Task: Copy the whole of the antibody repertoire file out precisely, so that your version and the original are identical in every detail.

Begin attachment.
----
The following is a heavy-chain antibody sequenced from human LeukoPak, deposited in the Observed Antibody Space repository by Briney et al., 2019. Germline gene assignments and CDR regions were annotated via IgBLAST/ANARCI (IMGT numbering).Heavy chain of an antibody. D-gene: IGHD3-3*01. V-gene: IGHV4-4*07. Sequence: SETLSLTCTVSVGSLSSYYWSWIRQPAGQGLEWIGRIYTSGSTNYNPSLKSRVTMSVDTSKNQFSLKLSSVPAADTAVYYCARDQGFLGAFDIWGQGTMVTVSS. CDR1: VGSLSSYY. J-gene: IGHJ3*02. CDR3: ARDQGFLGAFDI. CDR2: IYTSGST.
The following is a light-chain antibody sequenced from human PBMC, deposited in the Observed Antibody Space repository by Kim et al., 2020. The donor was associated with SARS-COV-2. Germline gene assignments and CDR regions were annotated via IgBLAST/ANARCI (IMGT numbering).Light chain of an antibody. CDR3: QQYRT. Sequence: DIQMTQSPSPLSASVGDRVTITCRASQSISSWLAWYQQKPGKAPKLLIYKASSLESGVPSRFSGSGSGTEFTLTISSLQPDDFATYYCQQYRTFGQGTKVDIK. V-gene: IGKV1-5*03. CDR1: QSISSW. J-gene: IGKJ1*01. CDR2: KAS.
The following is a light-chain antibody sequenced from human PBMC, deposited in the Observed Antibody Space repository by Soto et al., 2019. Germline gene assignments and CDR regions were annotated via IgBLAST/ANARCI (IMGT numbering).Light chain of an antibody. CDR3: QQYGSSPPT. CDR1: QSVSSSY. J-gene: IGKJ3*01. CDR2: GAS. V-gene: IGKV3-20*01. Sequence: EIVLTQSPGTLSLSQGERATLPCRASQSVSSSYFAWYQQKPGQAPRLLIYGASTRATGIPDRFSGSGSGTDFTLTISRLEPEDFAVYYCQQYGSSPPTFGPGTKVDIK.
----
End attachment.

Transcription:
The following is a heavy-chain antibody sequenced from human LeukoPak, deposited in the Observed Antibody Space repository by Briney et al., 2019. Germline gene assignments and CDR regions were annotated via IgBLAST/ANARCI (IMGT numbering).Heavy chain of an antibody. D-gene: IGHD3-3*01. V-gene: IGHV4-4*07. Sequence: SETLSLTCTVSVGSLSSYYWSWIRQPAGQGLEWIGRIYTSGSTNYNPSLKSRVTMSVDTSKNQFSLKLSSVPAADTAVYYCARDQGFLGAFDIWGQGTMVTVSS. CDR1: VGSLSSYY. J-gene: IGHJ3*02. CDR3: ARDQGFLGAFDI. CDR2: IYTSGST.
The following is a light-chain antibody sequenced from human PBMC, deposited in the Observed Antibody Space repository by Kim et al., 2020. The donor was associated with SARS-COV-2. Germline gene assignments and CDR regions were annotated via IgBLAST/ANARCI (IMGT numbering).Light chain of an antibody. CDR3: QQYRT. Sequence: DIQMTQSPSPLSASVGDRVTITCRASQSISSWLAWYQQKPGKAPKLLIYKASSLESGVPSRFSGSGSGTEFTLTISSLQPDDFATYYCQQYRTFGQGTKVDIK. V-gene: IGKV1-5*03. CDR1: QSISSW. J-gene: IGKJ1*01. CDR2: KAS.
The following is a light-chain antibody sequenced from human PBMC, deposited in the Observed Antibody Space repository by Soto et al., 2019. Germline gene assignments and CDR regions were annotated via IgBLAST/ANARCI (IMGT numbering).Light chain of an antibody. CDR3: QQYGSSPPT. CDR1: QSVSSSY. J-gene: IGKJ3*01. CDR2: GAS. V-gene: IGKV3-20*01. Sequence: EIVLTQSPGTLSLSQGERATLPCRASQSVSSSYFAWYQQKPGQAPRLLIYGASTRATGIPDRFSGSGSGTDFTLTISRLEPEDFAVYYCQQYGSSPPTFGPGTKVDIK.